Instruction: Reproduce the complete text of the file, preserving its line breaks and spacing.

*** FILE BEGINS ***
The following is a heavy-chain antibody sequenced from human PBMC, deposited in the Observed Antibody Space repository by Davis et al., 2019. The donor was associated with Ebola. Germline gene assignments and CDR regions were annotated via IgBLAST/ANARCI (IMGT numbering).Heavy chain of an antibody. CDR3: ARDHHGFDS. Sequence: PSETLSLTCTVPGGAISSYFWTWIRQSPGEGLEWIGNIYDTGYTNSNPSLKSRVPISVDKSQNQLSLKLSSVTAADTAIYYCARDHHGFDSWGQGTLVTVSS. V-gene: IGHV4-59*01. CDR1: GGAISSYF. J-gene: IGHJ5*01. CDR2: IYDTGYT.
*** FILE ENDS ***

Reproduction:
The following is a heavy-chain antibody sequenced from human PBMC, deposited in the Observed Antibody Space repository by Davis et al., 2019. The donor was associated with Ebola. Germline gene assignments and CDR regions were annotated via IgBLAST/ANARCI (IMGT numbering).Heavy chain of an antibody. CDR3: ARDHHGFDS. Sequence: PSETLSLTCTVPGGAISSYFWTWIRQSPGEGLEWIGNIYDTGYTNSNPSLKSRVPISVDKSQNQLSLKLSSVTAADTAIYYCARDHHGFDSWGQGTLVTVSS. V-gene: IGHV4-59*01. CDR1: GGAISSYF. J-gene: IGHJ5*01. CDR2: IYDTGYT.